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How does liver failure affect your eyes?

Diagram showcases the stages of liver damage.

What is liver failure?

Liver failure is when the liver starts to shut down. This is a life-threatening medical problem that needs to be treated. Liver disease and liver failure can affect your eye health, your eyesight or both.

Liver failure is often caused by at least one other medical condition, although liver disease can also be inherited. 

If the conditions that are damaging your liver become severe enough, they can permanently scar your liver, which could stop it from working as well as it should. This is called cirrhosis (sir-OH-sis).

Eventually, cirrhosis can lead to liver failure, which may require a liver transplant.

People who have liver disease don't always develop cirrhosis or liver failure. Early treatment and lifestyle changes can help reverse some damage and keep your liver as healthy as possible.

Conditions that can cause liver damage include:

  • Long-term alcohol abuse

  • Hepatitis B or hepatitis C (causing liver inflammation that can lead to damage)

  • Metabolic dysfunction-associated steatotic liver disease (MASLD), previously known as severe non-alcoholic fatty liver disease (NAFLD), which is associated with obesity, high blood pressure, high cholesterol and diabetes

  • Certain autoimmune diseases

  • Long-term use of certain medicines or substances

  • Genetic disorders

  • Some cancers

Some conditions cause a rare problem called acute liver failure. This makes the liver fail more quickly.

Eye-related symptoms of liver problems

Most of the time, early liver damage doesn't affect the eyes or cause any other symptoms. Many people don't have symptoms until their liver already has a lot of damage.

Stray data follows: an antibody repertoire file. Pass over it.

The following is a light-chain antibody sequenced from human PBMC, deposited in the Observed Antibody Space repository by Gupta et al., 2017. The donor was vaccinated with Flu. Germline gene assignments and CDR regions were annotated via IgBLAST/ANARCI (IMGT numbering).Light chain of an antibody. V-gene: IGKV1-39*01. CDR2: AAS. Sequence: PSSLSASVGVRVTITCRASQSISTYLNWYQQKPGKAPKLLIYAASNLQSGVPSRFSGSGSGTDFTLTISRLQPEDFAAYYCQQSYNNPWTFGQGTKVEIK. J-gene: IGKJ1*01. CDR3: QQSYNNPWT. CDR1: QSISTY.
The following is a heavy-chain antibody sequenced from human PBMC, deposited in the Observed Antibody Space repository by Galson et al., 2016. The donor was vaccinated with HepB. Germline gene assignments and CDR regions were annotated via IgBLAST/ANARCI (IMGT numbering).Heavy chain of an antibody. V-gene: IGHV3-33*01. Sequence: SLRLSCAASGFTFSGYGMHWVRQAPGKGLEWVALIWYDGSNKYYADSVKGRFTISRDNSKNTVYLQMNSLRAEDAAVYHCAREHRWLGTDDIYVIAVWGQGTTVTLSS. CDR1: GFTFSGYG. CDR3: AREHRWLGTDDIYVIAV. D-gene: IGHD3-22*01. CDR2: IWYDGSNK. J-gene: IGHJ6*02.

When early symptoms do appear, they can be unclear and hard to pinpoint. Some people experience:

  • Fatigue

  • Muscle weakness or cramps

  • Lack of appetite

  • Itchy skin

  • Stomach pain

  • Diarrhea, nausea or vomiting

  • Feeling sick or like something is "off"

These symptoms can vary depending on the underlying cause of liver damage.

If it gets worse, advanced liver disease and eventual liver failure can affect your eyes and eyesight. These effects can include:

  • Yellow eyes

  • Dry eyes

  • Eyesight problems caused by vitamin A deficiency

  • Small skin growths around your eyes

  • Cornea and crystalline lens issues

  • Problems with the nerves around your eyes

  • Vision loss (if underlying causes remain untreated)

  • Eye-related side effects from medication

Here's how and why each of these happens:

Yellow eyes

Jaundice is a common eye-related sign of liver failure and other liver problems.

Jaundice makes your skin and the white part of each eye look yellow. Skin yellowing can be harder to notice in people who have darker skin tones.

In newborns, mild jaundice is very common and usually harmless. But jaundice in older babies, children and adults can mean something is wrong inside the body.

A yellow-orange pigment called bilirubin is released when your liver removes old blood cells. A healthy liver removes most of the pigment, but a damaged liver has more difficulty.

When enough bilirubin builds up in your body, it can turn your skin and eyes yellow.

Jaundice isn't always a direct sign of liver disease. It can also happen with:

  • Gallstones and other gallbladder problems

  • Pancreatitis

  • Sickle cell disease

  • Certain infections

  • Certain medications

A doctor can order a blood test to find out how much bilirubin is in your body. This can help them figure out the underlying cause.

Dry eyes

Some liver problems can cause dry eyes. Primary biliary cholangitis (PBC) is one of these conditions.

Researchers think PBC is an autoimmune disease. Autoimmune conditions happen when the immune system mistakenly attacks a healthy part of the body.

In this case, the immune system attacks and weakens bile ducts in the liver. Bile then builds up and damages the liver.

It's not uncommon for PBC to happen alongside another autoimmune disease called Sjögren's syndrome. The two most common symptoms of Sjögren's syndrome are dry eyes and dry mouth.

Sjögren's syndrome can cause other eye symptoms, too, including:

Liver-related viral infections like hepatitis B and hepatitis C can also cause dry eyes.

Eyesight problems from severe vitamin A deficiency

Some people with chronic liver disease don't have enough vitamin A in their bodies.